A landowner who allowed a notorious weed to run wild causing a threat to nearby homes was fined £1,000 by Bradford magistrates.
At a hearing on 7 June, the court was told that nearby properties were potentially in danger from the encroaching Japanese Knotweed from an overgrown area of land on the north of Chapel Street in the Wibsey area of the city.
A Bradford Council enforcement officer visited the land after receiving complaints from home owners living on The Meadows estate, whose property was under threat from the weed.
On the site, he found a large area of knotweed canes which had collapsed and intertwined, with new shoots growing through the previous years’ growth.
Unchecked, Japanese Knotweed can cause structural damage to property, drains and can even grow through tarmac. It is one of the world’s worst invasive plant species and its spread causes serious threats to biodiversity, forestry and agriculture.
After visiting the site, the officer contacted the landowner, James Bateman, of Cardigan Road, Bridlington, and issued a Community Protection Warning Letter asking him to dispose of the weed using a qualified expert by 10 April last year.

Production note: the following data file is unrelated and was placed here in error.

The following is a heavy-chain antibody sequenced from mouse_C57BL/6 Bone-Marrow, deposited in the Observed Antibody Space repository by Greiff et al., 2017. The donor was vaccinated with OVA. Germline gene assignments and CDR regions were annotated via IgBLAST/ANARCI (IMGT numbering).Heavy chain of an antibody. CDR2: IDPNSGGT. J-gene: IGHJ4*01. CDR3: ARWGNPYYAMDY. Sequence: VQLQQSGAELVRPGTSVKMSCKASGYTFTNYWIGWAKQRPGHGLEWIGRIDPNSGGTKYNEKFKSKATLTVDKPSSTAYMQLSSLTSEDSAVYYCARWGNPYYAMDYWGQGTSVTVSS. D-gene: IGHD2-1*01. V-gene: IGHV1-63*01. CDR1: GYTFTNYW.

A subsequent visit on 16 April found that no work had been carried out to eradicate the weed prompting the officer to issue a Community Protection Notice requiring the work to be carried out by 1 June. By the time of another visit on 19 June the work had still not been carried out.
Bateman was contacted and informed that he was being prosecuted and was told to contact the court or the council if he wanted to enter a plea or ask for an adjournment in the case.
No contact was received, and he was found guilty in his absence of failing to comply with the Community Protection Notice.
As well as the fine, Bateman was ordered to pay £648.80 costs and a Victim Surcharge of £100.
Magistrates also issued a Remedial Notice requiring treatment of the weed to be completed by August this year or he could face further court action.
After the hearing, Councillor Sarah Ferriby, Bradford Council’s executive member for healthy people and places, said: “Neglecting to remove certain weeds not only causes an eyesore it also puts other people’s homes under direct threat of damage.
“Taking people to court is not the ideal solution to this kind of problem but we were left with no choice in this instance.
“We would much rather people acted sensibly in the first place and behaved with consideration towards their neighbours and the environment.”